The finishing touches are being applied to Liberty’s Ice Pavilion, which will open for a second season of ice skating on Duke of Gloucester Street Friday, November 18. The oval rink is 50-feet wide and 70-feet long, and it will remain open through Monday, February 20.
Last year’s experiment was a rousing success, with about 20,000 guests strapping on skates for a spin on the ice. Remember, this is real ice, not that weird plastic stuff that gets all sticky and weird.
Once again the skating has been made possible with the support of a grant from the Dominion Foundation, the philanthropic arm of Dominion Resources. We’re grateful for their support, which will light up cold afternoons and evenings.
Burning cressets, festive lights and classic Christmas tunes from the 1940s, ‘50s, and ‘60s promise to create a wonderful holiday atmosphere.
Enjoy treats like coffee, hot chocolate, tea and cider, cookies, warm pretzels, popcorn, nachos, and a variety of sandwiches and wraps at Liberty’s Eats and Treats. You can also find mittens, scarves, and other cold weather necessities available for purchase there.
Live music by local performers will feature sets of old and new seasonal favorites 7-9 p.m. on Friday evenings through the end of the year. Liana Dagmar, one of our area’s finest voices, will help open the rink on Nov. 18. The schedule is still being finalized, but here’s what we have so far:
- Nov. 18: Liana Dagmar
- Nov 25: Billy Joe Daniel
- Dec 2: Jocelyn Oldham
- Dec 9: BJ Griffin Duo
- Dec. 17: (Saturday!) Keep Cookin
- Dec 23: Good Shot Judy
- Dec 30: TBD
- Feb. 14 (Valentine’s Day): Triple Crossing Jazz Project
Skating hours are:
- noon-8 p.m. most Sundays through Thursdays
- noon-10 p.m. Fridays, with extended hours until 10 p.m. Nov. 23 and 30
- 10 a.m. to 10 p.m. Saturdays, plus Thanksgiving Day; Dec. 4 (Grand Illumination); Dec. 17-30, Jan. 1-2, Jan. 15 (Martin Luther King, Jr. Day weekend); Valentine’s Day and Feb. 19 (Presidents Day weekend)
You can even ring in the new year on the ice, with New Year’s Eve skating extended until 1 a.m.
Get your tickets (come and go all day with your wristband!) at the ticket booth set up next to the rink or at any Colonial Williamsburg ticket location. Tickets are available online as well. The cost is $12 for adults, $10 for kids 3-12, and free for the under-3 set. Skate rentals are $4.25 per person, but are free for Colonial Williamsburg hotel guests.
Liberty’s Ice Pavilion is located on Duke of Gloucester Street between Henry and Nassau. Barnes and Noble stands near one end of the rink, the Tailor Shop near the other, so the rink bridges Merchants Square and the Historic Area.
Although it’s only on the very edge of the interpreted sites in town, many people wonder just how common ice skating was in 18th-century Williamsburg. In fact, while Virginians don’t see sub-freezing temperatures very frequently these days, they did more often in colonial days, when the period known as the Little Ice Age sent extra chills through parts of North America. Many of the creeks and ponds in and around Williamsburg undoubtedly froze over.
But specific evidence for ice skating, like so many casual amusements of yesteryear, is fragmentary.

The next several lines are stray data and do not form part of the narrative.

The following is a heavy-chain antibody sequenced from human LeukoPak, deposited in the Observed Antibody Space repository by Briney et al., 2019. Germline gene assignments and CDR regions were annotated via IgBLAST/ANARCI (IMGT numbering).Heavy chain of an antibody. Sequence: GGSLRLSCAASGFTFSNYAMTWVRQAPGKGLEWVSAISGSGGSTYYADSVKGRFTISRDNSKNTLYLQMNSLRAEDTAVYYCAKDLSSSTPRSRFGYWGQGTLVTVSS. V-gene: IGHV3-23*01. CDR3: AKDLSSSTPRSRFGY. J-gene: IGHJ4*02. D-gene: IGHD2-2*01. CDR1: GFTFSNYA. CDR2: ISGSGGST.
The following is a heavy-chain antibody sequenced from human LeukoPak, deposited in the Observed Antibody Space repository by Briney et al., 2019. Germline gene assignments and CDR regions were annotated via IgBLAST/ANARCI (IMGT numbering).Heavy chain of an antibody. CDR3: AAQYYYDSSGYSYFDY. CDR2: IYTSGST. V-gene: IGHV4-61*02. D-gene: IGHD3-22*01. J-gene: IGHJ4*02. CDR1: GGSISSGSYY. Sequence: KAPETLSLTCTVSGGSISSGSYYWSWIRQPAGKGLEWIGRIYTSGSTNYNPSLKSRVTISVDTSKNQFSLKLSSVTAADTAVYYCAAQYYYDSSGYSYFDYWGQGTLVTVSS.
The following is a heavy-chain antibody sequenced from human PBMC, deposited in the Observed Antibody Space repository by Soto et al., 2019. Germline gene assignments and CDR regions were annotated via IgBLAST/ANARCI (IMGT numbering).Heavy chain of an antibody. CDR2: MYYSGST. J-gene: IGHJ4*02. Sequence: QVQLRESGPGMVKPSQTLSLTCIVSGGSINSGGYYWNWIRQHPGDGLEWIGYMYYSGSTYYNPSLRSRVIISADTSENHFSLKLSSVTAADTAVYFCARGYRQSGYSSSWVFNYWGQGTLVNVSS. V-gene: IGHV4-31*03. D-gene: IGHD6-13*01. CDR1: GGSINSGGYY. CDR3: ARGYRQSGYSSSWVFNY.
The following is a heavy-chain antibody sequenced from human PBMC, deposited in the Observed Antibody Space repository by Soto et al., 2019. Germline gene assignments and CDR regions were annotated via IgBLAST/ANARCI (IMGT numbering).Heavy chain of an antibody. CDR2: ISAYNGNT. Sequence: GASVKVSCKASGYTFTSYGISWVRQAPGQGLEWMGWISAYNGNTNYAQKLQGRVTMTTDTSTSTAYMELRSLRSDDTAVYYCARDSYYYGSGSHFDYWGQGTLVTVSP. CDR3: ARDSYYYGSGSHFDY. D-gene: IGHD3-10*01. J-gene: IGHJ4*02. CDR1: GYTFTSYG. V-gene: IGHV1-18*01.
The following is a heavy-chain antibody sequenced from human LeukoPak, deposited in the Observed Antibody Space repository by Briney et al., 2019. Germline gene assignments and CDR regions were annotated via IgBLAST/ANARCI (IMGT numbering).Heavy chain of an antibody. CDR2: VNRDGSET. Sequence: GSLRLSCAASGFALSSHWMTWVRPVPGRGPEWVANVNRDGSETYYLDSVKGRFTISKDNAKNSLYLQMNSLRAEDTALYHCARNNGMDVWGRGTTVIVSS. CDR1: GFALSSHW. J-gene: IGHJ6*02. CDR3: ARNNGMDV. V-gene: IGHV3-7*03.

In his diaries, William Byrd II mentions skating a few times. A 1709 entry reads, “We took a walk and I slid on skates, notwithstanding there was a thaw. Then we returned and played at billiards till dinner.”
Skaters show up in the background of many winter scenes, but most of those were produced in England and Europe. The scene below, for example, is from London’s Hyde Park in 1784.
Back in Williamsburg, Sarah Pitt advertised “fluted and plain skates, with and without leather” available in her shop in a Nov. 1766 issue of the Virginia Gazette. There aren’t very many ads for skates, likely because customers would have more commonly ordered them, as opposed to merchants offering them on spec.
Yorktown merchant John Hatley Norton, for example, procured “scates” for Robert Gosling in 1766. (That’s the very same Norton who got in hot water, so to speak, in 1774 for importing tea, precipitating the Yorktown Tea Party.)
The winter pastime was established enough that “A Treatise on Skating” was published in London in 1772. A surprising number of pages explain how to put skates on properly so that you don’t have them slip, cut off your circulation, or cause a broken ankle:
The method which is taken by the common people is so well known, as not to need any particular description; they only make use of buckles, straps, rings, and heel pegs; which may be well enough for those who continue this diversion for a few minutes at a time, and think skating consists in an awkward shuffling over the ice, for ten or a dozen yards, for they seldom or ever are able to go any greater length without falling.
The pamphlet even spelled out in detail how to skate backwards or perform the “pleasing manoeuvre” of making the figure of a heart on one leg.
But the use of proper ice skates was probably the exception. Anyone can slide around on ice, right?
In Jan. 1774 Philip Vickers Fithian wrote in his journal, “At twelve we all went down to Mr. Carter’s millpond—none had skaits but Mr. Cunningham—we diverted ourselves on the Ice til two, when we went up to dinner.”
With or without the appropriate footwear, it seems certain that there was room in the lives of colonial Virginians for play alongside work and political debate. We hope you’ll make time for some too.